Identifying and Fixing Chimney Discoloration This Summer
Have you ever noticed an unexpected stain appear on or near your fireplace? Staining is not only unsightly, but it’s also typically indicative of an issue somewhere within your fireplace system. Since your chimney is likely sitting unused this summer, now is the perfect time to correct any problems. Read on for our tips on identifying and fixing chimney discoloration this summer.
The appearance of black stains on your chimney is typically due to soot residue resulting from a lack of regular cleaning.For these stains, a simple cleaning is all it takes to restore the pristine front of your chimney. For others though, it can be indicative of a deeper issue. Creosote buildup, with its thick, tar-like residue, can have disastrous results if left to accumulate and not removed.
If you notice dark green staining on your chimney, this is algae growth. This means that you might have a water issue somewhere inside of your chimney. Moisture in your flue will almost always lead to internal damage. In addition, excess dampness in your home can lead to mold or mildew growth that can then turn into a much larger problem to fix. Oftentimes, it’s hard to determine whether a dark stain like this is actually algae growth or soot so an inspection by Chimney Specialists is recommended to diagnose and repair.
Red (orange, light brown)
If you see a reddish-brown discoloration on your chimney then it is being caused by rust, right? Sometimes yes, sometimes no. A rusty chimney cap could be to blame and simply replacing it and cleaning up the streaks will take care of the staining. However, the appearance of reddish stains on your chimney could also be evidence of creosote buildup. Yes, creosote is black but when it mixes with rainwater it can take on a reddish hue. Besides rust and creosote, a brownish red-colored stain could also be caused by a compound called manganese. Typically seen in newer built homes, this occurs when a component that contains manganese oxide is exposed to an acid followed by water.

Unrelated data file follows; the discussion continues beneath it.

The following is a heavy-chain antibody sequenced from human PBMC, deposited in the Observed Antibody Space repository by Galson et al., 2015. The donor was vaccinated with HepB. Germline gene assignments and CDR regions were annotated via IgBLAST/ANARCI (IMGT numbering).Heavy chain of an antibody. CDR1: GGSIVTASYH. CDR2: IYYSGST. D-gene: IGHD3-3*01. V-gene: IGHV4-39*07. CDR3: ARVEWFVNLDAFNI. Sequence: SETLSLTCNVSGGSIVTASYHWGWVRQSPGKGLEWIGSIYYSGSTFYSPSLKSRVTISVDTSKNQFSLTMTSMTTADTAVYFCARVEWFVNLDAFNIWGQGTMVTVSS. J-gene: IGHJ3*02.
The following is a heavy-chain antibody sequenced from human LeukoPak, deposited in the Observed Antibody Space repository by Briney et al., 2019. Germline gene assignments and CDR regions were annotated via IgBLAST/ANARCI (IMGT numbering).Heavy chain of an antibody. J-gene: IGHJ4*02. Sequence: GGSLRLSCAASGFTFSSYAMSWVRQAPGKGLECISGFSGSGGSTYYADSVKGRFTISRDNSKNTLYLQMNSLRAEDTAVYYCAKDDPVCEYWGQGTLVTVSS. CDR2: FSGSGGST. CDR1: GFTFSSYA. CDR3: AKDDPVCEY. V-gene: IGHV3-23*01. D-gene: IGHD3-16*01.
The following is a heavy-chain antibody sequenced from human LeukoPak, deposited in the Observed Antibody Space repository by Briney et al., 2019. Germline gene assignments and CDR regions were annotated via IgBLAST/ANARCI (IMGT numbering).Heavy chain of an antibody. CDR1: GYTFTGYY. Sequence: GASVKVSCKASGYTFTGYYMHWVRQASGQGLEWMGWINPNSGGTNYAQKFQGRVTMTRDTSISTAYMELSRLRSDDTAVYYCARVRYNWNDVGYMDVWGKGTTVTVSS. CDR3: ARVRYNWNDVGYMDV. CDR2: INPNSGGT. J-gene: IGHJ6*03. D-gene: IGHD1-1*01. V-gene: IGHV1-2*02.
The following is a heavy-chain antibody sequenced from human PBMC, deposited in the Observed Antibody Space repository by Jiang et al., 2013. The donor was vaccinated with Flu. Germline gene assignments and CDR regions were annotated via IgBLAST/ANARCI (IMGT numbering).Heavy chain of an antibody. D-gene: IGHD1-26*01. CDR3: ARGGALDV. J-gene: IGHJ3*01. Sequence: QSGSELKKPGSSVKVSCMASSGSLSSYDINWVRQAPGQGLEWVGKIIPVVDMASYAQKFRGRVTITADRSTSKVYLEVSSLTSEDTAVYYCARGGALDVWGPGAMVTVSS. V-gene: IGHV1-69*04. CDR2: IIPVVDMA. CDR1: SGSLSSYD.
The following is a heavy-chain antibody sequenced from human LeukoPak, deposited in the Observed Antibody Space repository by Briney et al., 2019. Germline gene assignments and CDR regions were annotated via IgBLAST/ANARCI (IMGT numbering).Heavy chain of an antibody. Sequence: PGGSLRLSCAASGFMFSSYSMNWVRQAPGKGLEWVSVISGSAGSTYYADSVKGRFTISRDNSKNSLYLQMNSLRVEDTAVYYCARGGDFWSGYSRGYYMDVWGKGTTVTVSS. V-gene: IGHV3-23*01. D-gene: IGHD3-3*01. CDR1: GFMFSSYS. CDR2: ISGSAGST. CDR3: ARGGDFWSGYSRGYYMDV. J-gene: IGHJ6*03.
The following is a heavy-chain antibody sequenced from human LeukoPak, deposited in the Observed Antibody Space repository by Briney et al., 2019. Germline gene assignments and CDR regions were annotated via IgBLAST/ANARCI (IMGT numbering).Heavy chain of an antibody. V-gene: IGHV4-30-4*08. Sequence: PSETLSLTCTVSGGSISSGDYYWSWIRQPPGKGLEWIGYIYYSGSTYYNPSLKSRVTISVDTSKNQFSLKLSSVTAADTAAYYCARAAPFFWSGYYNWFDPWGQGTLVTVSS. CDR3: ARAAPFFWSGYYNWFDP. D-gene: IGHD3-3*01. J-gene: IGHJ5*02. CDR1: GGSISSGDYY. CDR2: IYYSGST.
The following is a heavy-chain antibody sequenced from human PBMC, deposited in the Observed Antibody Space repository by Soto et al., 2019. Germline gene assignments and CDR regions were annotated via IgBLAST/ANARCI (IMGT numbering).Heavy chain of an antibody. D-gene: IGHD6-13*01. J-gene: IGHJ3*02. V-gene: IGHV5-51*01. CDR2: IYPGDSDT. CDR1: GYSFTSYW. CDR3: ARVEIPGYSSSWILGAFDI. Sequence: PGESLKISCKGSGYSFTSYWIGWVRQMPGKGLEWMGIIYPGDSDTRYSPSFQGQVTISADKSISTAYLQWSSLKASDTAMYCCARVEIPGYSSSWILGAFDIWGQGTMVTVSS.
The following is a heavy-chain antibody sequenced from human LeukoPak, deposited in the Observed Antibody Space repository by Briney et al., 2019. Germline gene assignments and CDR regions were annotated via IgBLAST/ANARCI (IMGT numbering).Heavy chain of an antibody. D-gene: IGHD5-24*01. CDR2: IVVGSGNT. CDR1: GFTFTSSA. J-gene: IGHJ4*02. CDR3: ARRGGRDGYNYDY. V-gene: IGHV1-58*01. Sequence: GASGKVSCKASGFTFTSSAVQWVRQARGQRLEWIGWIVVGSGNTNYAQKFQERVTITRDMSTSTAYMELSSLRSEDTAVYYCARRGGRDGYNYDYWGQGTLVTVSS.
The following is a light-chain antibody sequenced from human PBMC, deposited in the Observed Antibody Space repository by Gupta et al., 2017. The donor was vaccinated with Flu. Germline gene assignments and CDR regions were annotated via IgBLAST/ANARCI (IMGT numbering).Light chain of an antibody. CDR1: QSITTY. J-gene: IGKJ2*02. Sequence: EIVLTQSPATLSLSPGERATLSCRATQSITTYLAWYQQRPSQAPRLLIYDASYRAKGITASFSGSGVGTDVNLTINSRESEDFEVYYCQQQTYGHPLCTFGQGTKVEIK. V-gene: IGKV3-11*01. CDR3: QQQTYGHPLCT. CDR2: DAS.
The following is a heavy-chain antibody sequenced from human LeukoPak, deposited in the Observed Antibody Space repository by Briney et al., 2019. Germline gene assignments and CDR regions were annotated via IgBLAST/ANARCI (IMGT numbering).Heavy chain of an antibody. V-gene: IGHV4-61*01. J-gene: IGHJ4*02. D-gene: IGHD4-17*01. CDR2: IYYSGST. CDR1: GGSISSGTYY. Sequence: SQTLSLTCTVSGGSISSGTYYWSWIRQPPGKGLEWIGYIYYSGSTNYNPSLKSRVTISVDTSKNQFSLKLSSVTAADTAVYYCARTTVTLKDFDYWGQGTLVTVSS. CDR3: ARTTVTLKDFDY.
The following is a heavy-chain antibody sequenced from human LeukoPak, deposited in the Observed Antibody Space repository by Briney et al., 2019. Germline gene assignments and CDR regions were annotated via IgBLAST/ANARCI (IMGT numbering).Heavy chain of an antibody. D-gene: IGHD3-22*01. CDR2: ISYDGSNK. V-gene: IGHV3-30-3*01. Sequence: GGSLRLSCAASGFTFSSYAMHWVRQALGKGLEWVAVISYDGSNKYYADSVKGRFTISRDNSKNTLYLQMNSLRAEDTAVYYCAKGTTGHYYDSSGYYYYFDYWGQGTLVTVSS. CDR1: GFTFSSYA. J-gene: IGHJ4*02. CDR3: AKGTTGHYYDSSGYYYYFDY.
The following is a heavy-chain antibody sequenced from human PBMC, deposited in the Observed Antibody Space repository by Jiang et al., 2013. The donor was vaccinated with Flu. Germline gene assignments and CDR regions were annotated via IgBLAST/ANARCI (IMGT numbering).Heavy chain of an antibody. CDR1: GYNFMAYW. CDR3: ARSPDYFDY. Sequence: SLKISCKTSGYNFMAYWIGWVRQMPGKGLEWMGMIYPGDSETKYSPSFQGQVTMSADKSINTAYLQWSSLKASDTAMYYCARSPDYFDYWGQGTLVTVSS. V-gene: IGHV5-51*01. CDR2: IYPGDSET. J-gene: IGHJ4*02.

White discoloration on your chimney is not exactly a “stain.” The most common culprit is a powdery substance known as efflorescence. This material is leftover salt crystals after the water evaporates from a surface. Efflorescence is a naturally occurring substance but its existence is a problem as it is likely indicative of moisture inside the chimney and a need for waterproofing. Externally, this can be caused by rain or lawn sprinklers but it’s still a good idea to schedule an inspection to be sure your chimney is watertight. Occasionally, white streaks on your chimney could be caused by lime run or white scum as well. Both of these are deposits left by moisture getting into your masonry or improper cleaning. Once again, moisture remediation will rectify the situation and protect your home from more damage.
DIY Stain Removal
Simply put, a stain removal do-it-yourself job is not recommended. While you can probably clean stains lower to the ground just fine, trying to remove stains on your rooftop and upper chimney is more dangerous. Leave this job to the professionals such as the team at Chimney Specialists.
We are licensed, insured, and trained to take care of all these issues and more. Just give us a call at (608) 929-4887 or visit our website and fill out the contact form online.